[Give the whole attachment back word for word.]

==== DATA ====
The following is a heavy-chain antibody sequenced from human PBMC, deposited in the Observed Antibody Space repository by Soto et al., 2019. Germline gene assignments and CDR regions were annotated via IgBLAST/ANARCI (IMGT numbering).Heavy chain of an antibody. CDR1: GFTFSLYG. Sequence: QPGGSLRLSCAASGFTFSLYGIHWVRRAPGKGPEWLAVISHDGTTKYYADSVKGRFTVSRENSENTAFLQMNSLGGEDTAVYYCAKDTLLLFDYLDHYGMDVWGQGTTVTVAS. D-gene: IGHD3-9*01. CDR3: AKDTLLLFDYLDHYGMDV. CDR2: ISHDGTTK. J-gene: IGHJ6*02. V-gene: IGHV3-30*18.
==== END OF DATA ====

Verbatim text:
The following is a heavy-chain antibody sequenced from human PBMC, deposited in the Observed Antibody Space repository by Soto et al., 2019. Germline gene assignments and CDR regions were annotated via IgBLAST/ANARCI (IMGT numbering).Heavy chain of an antibody. CDR1: GFTFSLYG. Sequence: QPGGSLRLSCAASGFTFSLYGIHWVRRAPGKGPEWLAVISHDGTTKYYADSVKGRFTVSRENSENTAFLQMNSLGGEDTAVYYCAKDTLLLFDYLDHYGMDVWGQGTTVTVAS. D-gene: IGHD3-9*01. CDR3: AKDTLLLFDYLDHYGMDV. CDR2: ISHDGTTK. J-gene: IGHJ6*02. V-gene: IGHV3-30*18.